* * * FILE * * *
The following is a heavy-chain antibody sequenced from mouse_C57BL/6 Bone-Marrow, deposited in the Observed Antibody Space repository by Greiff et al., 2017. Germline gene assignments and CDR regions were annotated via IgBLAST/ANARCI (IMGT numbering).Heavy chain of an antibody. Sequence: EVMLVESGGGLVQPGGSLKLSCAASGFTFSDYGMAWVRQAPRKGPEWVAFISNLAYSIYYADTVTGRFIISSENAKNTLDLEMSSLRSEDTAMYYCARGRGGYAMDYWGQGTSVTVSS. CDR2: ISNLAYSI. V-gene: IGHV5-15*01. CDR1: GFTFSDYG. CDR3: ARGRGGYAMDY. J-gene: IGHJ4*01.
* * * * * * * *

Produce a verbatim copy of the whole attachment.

The following is a heavy-chain antibody sequenced from mouse_C57BL/6 Bone-Marrow, deposited in the Observed Antibody Space repository by Greiff et al., 2017. Germline gene assignments and CDR regions were annotated via IgBLAST/ANARCI (IMGT numbering).Heavy chain of an antibody. Sequence: EVMLVESGGGLVQPGGSLKLSCAASGFTFSDYGMAWVRQAPRKGPEWVAFISNLAYSIYYADTVTGRFIISSENAKNTLDLEMSSLRSEDTAMYYCARGRGGYAMDYWGQGTSVTVSS. CDR2: ISNLAYSI. V-gene: IGHV5-15*01. CDR1: GFTFSDYG. CDR3: ARGRGGYAMDY. J-gene: IGHJ4*01.